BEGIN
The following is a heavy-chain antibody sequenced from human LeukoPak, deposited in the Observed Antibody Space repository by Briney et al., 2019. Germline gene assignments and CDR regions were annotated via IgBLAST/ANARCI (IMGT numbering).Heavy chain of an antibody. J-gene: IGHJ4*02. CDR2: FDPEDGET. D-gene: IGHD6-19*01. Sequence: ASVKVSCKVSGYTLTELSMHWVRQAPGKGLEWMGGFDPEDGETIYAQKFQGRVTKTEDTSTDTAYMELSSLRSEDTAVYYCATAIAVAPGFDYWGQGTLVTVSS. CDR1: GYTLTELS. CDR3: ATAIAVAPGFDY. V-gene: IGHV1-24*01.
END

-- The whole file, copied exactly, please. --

The following is a heavy-chain antibody sequenced from human LeukoPak, deposited in the Observed Antibody Space repository by Briney et al., 2019. Germline gene assignments and CDR regions were annotated via IgBLAST/ANARCI (IMGT numbering).Heavy chain of an antibody. J-gene: IGHJ4*02. CDR2: FDPEDGET. D-gene: IGHD6-19*01. Sequence: ASVKVSCKVSGYTLTELSMHWVRQAPGKGLEWMGGFDPEDGETIYAQKFQGRVTKTEDTSTDTAYMELSSLRSEDTAVYYCATAIAVAPGFDYWGQGTLVTVSS. CDR1: GYTLTELS. CDR3: ATAIAVAPGFDY. V-gene: IGHV1-24*01.